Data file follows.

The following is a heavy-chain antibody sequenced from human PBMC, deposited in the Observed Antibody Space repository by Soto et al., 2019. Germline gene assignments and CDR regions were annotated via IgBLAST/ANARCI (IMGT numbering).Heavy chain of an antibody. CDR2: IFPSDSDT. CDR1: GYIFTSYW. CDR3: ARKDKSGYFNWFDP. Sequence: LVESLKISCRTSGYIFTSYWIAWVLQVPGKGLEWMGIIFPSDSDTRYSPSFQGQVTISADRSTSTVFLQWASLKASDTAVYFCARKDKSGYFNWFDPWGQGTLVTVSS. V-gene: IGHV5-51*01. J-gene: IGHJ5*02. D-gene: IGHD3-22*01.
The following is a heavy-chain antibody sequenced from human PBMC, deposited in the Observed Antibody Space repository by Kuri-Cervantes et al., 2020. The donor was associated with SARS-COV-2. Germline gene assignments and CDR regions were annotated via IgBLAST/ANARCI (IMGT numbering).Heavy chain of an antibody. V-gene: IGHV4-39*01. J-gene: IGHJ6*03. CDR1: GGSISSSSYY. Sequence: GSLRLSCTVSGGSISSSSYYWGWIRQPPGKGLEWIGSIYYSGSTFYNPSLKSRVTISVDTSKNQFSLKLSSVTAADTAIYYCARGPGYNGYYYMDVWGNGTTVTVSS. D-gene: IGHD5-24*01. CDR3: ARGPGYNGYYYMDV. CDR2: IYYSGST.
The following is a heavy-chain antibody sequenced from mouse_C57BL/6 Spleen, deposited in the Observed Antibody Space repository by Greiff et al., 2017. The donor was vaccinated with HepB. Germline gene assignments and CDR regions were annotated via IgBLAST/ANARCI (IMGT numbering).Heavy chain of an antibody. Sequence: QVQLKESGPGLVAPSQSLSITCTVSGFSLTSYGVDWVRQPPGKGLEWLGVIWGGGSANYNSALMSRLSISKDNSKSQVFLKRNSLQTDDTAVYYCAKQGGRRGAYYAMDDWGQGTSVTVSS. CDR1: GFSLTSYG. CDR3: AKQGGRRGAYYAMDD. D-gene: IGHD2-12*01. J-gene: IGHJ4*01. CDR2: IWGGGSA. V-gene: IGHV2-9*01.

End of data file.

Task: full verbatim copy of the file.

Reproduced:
The following is a heavy-chain antibody sequenced from human PBMC, deposited in the Observed Antibody Space repository by Soto et al., 2019. Germline gene assignments and CDR regions were annotated via IgBLAST/ANARCI (IMGT numbering).Heavy chain of an antibody. CDR2: IFPSDSDT. CDR1: GYIFTSYW. CDR3: ARKDKSGYFNWFDP. Sequence: LVESLKISCRTSGYIFTSYWIAWVLQVPGKGLEWMGIIFPSDSDTRYSPSFQGQVTISADRSTSTVFLQWASLKASDTAVYFCARKDKSGYFNWFDPWGQGTLVTVSS. V-gene: IGHV5-51*01. J-gene: IGHJ5*02. D-gene: IGHD3-22*01.
The following is a heavy-chain antibody sequenced from human PBMC, deposited in the Observed Antibody Space repository by Kuri-Cervantes et al., 2020. The donor was associated with SARS-COV-2. Germline gene assignments and CDR regions were annotated via IgBLAST/ANARCI (IMGT numbering).Heavy chain of an antibody. V-gene: IGHV4-39*01. J-gene: IGHJ6*03. CDR1: GGSISSSSYY. Sequence: GSLRLSCTVSGGSISSSSYYWGWIRQPPGKGLEWIGSIYYSGSTFYNPSLKSRVTISVDTSKNQFSLKLSSVTAADTAIYYCARGPGYNGYYYMDVWGNGTTVTVSS. D-gene: IGHD5-24*01. CDR3: ARGPGYNGYYYMDV. CDR2: IYYSGST.
The following is a heavy-chain antibody sequenced from mouse_C57BL/6 Spleen, deposited in the Observed Antibody Space repository by Greiff et al., 2017. The donor was vaccinated with HepB. Germline gene assignments and CDR regions were annotated via IgBLAST/ANARCI (IMGT numbering).Heavy chain of an antibody. Sequence: QVQLKESGPGLVAPSQSLSITCTVSGFSLTSYGVDWVRQPPGKGLEWLGVIWGGGSANYNSALMSRLSISKDNSKSQVFLKRNSLQTDDTAVYYCAKQGGRRGAYYAMDDWGQGTSVTVSS. CDR1: GFSLTSYG. CDR3: AKQGGRRGAYYAMDD. D-gene: IGHD2-12*01. J-gene: IGHJ4*01. CDR2: IWGGGSA. V-gene: IGHV2-9*01.